Dec/Jan 2009Vol. 9, No. 10Effective Foster Parent Training for Kinship Caregivers
Child welfare agencies face special challenges in developing training programs and policies that meet the needs of relative caregivers. Of particular concern is the need to structure foster parent training for kinship caregivers in ways that provide needed information while respecting existing family relationships.
A new publication, Training Kin to Be Foster Parents: Best Practices From the Field, published by Childfocus, provides an overview of efforts to adapt foster parent training to the unique needs and circumstances of kinship caregivers. The issue brief addresses the following topics:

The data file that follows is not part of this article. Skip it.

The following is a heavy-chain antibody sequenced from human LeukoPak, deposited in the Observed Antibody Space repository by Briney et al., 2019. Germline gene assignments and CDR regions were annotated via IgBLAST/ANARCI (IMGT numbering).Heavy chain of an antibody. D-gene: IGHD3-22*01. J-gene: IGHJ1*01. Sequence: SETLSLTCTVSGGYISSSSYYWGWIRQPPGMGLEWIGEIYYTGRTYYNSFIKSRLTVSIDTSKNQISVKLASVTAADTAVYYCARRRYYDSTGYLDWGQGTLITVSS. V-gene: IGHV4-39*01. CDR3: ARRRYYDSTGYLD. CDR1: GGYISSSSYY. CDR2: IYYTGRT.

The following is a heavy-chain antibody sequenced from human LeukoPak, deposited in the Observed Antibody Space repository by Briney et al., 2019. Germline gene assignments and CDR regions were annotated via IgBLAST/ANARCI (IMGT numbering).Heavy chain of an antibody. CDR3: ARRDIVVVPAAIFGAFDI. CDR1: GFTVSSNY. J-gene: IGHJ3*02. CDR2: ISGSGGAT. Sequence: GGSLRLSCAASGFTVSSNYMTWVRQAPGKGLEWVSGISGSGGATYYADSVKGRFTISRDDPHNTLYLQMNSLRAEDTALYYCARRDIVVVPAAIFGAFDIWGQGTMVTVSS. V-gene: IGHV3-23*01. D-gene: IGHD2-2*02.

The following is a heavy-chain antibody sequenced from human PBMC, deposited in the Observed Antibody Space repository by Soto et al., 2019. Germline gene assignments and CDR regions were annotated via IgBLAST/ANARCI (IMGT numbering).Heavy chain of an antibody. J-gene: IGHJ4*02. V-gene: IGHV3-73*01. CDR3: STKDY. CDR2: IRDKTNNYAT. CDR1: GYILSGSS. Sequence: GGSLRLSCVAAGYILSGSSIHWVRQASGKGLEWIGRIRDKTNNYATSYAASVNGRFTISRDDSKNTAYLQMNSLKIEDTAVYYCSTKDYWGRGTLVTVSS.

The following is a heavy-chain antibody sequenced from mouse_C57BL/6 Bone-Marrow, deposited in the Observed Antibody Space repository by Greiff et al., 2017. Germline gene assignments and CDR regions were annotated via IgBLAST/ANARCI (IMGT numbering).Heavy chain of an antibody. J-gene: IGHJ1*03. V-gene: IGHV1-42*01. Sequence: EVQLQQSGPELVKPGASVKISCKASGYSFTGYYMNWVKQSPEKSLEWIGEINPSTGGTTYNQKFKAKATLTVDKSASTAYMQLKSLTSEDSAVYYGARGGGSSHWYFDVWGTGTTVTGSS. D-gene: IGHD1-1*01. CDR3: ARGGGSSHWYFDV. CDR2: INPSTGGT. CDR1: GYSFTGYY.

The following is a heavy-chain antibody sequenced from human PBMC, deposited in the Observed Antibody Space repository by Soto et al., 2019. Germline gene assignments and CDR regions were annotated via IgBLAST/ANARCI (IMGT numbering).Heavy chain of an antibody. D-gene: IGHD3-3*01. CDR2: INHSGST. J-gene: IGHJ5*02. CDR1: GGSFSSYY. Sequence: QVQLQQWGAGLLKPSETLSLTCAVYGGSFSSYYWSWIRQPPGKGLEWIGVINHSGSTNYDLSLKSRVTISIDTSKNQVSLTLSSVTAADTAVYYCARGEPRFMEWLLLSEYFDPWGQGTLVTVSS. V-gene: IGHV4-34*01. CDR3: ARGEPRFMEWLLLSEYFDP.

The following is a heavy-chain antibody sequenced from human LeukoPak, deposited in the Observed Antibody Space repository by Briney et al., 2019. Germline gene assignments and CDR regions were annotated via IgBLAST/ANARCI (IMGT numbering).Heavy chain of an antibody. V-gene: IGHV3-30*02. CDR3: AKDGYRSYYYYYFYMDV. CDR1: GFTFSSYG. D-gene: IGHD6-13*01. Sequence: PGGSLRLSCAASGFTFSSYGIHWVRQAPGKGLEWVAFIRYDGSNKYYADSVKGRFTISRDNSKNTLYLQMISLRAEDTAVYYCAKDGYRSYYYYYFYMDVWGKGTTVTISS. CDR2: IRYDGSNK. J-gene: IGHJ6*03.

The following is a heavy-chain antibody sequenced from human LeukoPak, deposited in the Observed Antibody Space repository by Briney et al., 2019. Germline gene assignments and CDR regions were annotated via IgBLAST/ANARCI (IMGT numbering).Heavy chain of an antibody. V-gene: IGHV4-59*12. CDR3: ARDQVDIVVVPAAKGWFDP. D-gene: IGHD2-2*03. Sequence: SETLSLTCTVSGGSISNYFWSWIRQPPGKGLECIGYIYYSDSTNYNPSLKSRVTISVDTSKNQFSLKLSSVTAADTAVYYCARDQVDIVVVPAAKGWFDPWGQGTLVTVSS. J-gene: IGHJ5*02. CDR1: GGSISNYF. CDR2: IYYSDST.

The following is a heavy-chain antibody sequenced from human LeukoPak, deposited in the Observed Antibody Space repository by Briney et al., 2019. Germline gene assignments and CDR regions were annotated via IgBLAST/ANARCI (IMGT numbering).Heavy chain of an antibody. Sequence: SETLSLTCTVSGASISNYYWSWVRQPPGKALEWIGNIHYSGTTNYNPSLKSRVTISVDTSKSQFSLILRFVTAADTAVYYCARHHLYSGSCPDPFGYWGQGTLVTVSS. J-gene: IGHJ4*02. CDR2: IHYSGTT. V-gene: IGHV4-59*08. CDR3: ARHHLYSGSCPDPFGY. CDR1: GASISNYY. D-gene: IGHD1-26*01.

- Federal licensing requirements, including requirements for foster care training
- Limitations of traditional foster parent training for kinship caregivers
- State and county efforts to develop training programs tailored specifically for kin
- Common themes related to kin-specific training
- Questions that States and localities should consider as they develop kin-specific training
The report describes examples of kin-specific training in three States and one county. A checklist for making training relevant to kinship caregivers also is included.
Shalonda Cawthon was the report's principal researcher and author. The publication is available on the ChildFocus site:
For more on kinship caregivers, read "Comparing Outcomes for Children in Kinship and Foster Care" in this issue.